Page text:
Consumers spending more on auto repairs

When consumers see an increase in everyday expenses, it could possibly take away from money they would otherwise spend at retail stores, which could be happening now as auto repair costs are on the rise. 

Anytime retailers go through periods where sales might not be as high as expected, cash flow could take a hit, which can make it difficult to obtain a loan from a bank. However, inventory financing could be a viable option during these times for small- to medium-sized retailers. 

According to the 2013 CardMD Vehicle Health Index, car repair costs increased 10 percent nationwide to $367.84 on average per repair. This is the first time in six years this expense has jumped. 

The rise in repair costs can be attributed to a 6 percent bump in the price of parts and a 17 percent increase in labor expenses. 

However, it wasn't all bad as owners of hybrid vehicles saw repair costs decline.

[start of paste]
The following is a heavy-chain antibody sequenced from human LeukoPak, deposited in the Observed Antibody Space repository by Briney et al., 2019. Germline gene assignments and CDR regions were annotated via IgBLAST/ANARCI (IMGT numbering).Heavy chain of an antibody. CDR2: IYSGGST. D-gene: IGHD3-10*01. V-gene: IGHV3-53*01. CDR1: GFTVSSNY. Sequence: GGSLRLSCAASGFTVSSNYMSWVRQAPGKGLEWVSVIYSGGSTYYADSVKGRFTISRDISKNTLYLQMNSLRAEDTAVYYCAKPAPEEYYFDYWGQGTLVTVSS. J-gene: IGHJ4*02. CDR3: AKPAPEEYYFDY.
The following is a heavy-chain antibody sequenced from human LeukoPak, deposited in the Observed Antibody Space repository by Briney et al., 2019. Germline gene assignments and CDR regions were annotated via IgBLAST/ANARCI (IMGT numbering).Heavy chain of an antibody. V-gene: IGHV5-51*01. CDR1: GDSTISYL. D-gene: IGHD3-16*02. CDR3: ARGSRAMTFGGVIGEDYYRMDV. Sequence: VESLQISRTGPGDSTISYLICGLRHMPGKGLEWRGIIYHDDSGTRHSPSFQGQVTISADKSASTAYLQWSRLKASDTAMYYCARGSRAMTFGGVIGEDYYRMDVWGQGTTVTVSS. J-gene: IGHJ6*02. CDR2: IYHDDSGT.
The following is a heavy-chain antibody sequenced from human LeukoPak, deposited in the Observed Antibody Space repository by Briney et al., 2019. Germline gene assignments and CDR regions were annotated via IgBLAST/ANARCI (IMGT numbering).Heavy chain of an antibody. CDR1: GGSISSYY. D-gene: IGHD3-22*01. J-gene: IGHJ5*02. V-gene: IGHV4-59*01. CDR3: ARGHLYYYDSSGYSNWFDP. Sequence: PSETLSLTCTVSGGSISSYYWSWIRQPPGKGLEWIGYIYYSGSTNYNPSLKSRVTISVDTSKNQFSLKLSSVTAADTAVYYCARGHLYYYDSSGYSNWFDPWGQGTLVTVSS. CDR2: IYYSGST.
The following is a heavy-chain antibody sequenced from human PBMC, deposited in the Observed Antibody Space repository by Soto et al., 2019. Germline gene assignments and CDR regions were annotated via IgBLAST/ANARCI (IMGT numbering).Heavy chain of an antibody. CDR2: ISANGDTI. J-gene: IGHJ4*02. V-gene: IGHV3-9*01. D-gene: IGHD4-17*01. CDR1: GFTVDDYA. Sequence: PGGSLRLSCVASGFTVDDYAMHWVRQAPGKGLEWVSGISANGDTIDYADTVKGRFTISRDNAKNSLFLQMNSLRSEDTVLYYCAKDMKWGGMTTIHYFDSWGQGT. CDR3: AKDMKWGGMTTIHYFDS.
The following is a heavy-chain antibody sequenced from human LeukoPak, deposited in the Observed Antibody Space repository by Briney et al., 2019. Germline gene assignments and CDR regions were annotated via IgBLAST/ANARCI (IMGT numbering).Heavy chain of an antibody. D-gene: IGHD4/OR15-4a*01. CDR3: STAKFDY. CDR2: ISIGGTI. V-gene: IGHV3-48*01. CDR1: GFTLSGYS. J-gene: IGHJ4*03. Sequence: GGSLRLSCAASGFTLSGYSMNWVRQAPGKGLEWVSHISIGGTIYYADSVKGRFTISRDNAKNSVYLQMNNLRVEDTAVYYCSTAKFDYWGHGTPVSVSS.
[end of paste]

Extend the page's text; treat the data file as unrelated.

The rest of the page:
"On one hand we're seeing an increase in car repair costs that can be attributed to factors such as a market correction and a higher percentage of more expensive repairs related to the aging vehicle population, but on a more positive note we see costs for hybrid repairs continuing to drop and drivers making fewer check engine-related trips to the repair shop," said Ieon Chen, CEO, CarMD.

If small- to medium-sized retailers begin to see cash flow struggle as a result of consumers spending more money on car repairs, it could be difficult to continue normal operations.

But, with inventory financing, these companies are able to use current product as collateral to obtain a revolving line of credit, which can be used to help get through times when cash flow might fall below normal levels.